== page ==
Never before have America’s banks been so wary of risking their cash deposits on U.S. government debt.
After holdings of U.S. debt surged to a record $1.89 trillion in 2012, lenders from Citigroup Inc. to Bank of America Corp. and Wells Fargo & Co. are culling for the first time in six years and amassing dollars. Banks’ $1.8 trillion of the bonds now equal less than 70 percent of their cash, the least since the Federal Reserve began compiling the data in 1973.
With net interest margins falling to the lowest since 2006, banks are spurning Treasuries and hoarding unprecedented amounts of cash on prospects that loan demand will revive as a strengthening economy leads the Fed to reduce its own debt purchases. Five years of cheap-money policies also have depressed yields and made it less attractive for banks to buy Treasuries as a way to bolster income.
“Banks reluctant to lend were large holders of Treasuries” Jeffrey Klingelhofer, a money manager at Thornburg Investment Management Inc., which oversees $89 billion, said in a telephone interview from Santa Fe, New Mexico. “Like a lot of
other people who have been moving out of fixed income, it’s largely to avoid the fallout from tapering”
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In the futures markets it is not unusual to see a change of direction around contract roll dates since these events force market participants to reassess their positions. An example of this tendency appears to be unfolding in a number of government markets with recent short-term rallies petering out and reversals seen late last week.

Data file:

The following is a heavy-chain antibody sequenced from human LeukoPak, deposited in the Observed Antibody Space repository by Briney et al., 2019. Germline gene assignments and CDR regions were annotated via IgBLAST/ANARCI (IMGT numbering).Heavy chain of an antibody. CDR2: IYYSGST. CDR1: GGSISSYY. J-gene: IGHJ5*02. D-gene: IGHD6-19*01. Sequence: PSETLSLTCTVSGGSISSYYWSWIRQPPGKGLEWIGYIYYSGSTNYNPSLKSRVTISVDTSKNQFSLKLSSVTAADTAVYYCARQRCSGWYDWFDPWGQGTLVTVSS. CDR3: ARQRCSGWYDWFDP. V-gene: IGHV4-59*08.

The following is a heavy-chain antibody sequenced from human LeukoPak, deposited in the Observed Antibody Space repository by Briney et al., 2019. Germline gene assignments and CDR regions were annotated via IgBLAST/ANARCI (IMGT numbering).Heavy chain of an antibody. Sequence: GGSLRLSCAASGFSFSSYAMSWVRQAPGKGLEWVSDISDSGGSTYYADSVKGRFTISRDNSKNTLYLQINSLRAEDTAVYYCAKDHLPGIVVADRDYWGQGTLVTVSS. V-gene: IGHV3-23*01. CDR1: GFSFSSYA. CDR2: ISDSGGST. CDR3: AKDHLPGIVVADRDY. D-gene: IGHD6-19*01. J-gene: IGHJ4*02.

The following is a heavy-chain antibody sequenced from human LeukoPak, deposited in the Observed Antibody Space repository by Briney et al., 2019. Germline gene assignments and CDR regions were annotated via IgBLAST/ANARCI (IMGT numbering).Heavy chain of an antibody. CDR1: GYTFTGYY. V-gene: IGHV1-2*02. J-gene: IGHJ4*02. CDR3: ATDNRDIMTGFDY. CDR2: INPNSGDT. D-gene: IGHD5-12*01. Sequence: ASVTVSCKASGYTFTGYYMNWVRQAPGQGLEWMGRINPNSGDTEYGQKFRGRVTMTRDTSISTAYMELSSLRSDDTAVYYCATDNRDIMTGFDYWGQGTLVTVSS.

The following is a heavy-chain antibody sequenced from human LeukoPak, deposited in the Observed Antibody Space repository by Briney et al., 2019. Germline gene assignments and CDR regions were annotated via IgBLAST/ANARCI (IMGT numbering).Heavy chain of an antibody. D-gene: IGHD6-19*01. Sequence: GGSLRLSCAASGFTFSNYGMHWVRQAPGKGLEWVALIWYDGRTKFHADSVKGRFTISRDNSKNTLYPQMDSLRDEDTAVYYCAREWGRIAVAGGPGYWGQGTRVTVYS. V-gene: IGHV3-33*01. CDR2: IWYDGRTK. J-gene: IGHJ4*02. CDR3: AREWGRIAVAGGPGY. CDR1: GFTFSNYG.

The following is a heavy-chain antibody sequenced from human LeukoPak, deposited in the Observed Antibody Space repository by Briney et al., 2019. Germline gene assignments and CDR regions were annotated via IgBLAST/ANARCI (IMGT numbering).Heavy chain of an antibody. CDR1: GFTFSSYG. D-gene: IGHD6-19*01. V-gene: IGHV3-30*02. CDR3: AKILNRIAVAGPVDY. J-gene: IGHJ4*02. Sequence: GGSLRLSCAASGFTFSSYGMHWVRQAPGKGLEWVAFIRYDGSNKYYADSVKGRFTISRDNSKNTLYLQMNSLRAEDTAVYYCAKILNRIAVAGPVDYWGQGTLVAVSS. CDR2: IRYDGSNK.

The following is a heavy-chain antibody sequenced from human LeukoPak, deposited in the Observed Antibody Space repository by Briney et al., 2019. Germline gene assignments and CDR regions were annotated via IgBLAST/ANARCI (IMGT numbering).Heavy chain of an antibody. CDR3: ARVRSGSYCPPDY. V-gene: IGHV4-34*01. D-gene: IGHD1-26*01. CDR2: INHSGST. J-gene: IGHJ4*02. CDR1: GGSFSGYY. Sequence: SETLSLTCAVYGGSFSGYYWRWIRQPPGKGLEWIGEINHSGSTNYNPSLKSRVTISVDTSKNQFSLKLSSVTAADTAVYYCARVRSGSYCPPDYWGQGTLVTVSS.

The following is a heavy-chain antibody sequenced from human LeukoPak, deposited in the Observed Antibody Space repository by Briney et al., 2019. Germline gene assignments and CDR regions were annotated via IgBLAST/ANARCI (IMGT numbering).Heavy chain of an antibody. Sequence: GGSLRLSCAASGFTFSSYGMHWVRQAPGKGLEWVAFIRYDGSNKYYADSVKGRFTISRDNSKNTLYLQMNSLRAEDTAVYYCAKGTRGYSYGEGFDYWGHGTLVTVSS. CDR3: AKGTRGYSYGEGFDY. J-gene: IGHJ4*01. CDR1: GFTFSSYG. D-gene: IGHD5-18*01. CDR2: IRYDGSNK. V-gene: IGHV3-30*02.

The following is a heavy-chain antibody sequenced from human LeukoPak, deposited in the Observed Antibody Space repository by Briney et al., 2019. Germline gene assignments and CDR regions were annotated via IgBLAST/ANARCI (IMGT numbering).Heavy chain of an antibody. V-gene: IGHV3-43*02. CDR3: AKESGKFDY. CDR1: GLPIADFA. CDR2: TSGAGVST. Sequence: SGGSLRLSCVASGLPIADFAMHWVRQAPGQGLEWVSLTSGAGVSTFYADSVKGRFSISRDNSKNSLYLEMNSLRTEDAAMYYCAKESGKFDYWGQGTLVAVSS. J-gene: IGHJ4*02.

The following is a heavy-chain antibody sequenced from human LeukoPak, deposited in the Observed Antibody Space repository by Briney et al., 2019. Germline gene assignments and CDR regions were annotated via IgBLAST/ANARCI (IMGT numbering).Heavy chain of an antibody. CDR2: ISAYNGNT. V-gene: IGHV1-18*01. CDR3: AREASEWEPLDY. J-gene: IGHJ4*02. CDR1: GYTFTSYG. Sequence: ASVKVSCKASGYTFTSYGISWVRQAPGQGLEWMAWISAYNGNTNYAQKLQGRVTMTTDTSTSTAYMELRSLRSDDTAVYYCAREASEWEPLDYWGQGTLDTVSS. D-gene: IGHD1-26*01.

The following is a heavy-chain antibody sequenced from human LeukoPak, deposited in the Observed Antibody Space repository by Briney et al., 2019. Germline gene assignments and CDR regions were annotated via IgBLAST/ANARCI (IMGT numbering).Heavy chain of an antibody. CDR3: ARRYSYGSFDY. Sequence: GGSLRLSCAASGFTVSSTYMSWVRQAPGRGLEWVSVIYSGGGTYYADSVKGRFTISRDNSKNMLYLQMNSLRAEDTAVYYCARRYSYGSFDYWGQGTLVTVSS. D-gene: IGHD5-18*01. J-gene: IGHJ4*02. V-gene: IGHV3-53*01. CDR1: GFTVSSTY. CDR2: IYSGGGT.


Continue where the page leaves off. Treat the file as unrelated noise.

US 10-year yields found support in the region of the 200-day MA from late October and continue to hold a progression of higher reaction lows. A sustained move below this trend mean would be required to question medium-term supply dominance. UK and Canadian yields have similar patterns while German and Swiss 10-year yields found support today in the region of the 200-day MA. Australian yields continues to lead.
The commonality of supply dominance across major government bond yields suggests investors are positioning themselves for the eventual end of support from the Fed.Back to top